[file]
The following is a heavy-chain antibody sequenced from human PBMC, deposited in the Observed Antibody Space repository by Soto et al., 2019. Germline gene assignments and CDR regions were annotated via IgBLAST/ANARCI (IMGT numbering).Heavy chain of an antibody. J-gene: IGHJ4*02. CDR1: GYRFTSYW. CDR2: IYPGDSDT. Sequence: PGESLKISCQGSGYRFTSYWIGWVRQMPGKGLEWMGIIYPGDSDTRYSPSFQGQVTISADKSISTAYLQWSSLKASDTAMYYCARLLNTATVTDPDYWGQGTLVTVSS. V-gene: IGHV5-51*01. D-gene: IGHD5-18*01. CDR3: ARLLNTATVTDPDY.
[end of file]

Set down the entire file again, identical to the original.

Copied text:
The following is a heavy-chain antibody sequenced from human PBMC, deposited in the Observed Antibody Space repository by Soto et al., 2019. Germline gene assignments and CDR regions were annotated via IgBLAST/ANARCI (IMGT numbering).Heavy chain of an antibody. J-gene: IGHJ4*02. CDR1: GYRFTSYW. CDR2: IYPGDSDT. Sequence: PGESLKISCQGSGYRFTSYWIGWVRQMPGKGLEWMGIIYPGDSDTRYSPSFQGQVTISADKSISTAYLQWSSLKASDTAMYYCARLLNTATVTDPDYWGQGTLVTVSS. V-gene: IGHV5-51*01. D-gene: IGHD5-18*01. CDR3: ARLLNTATVTDPDY.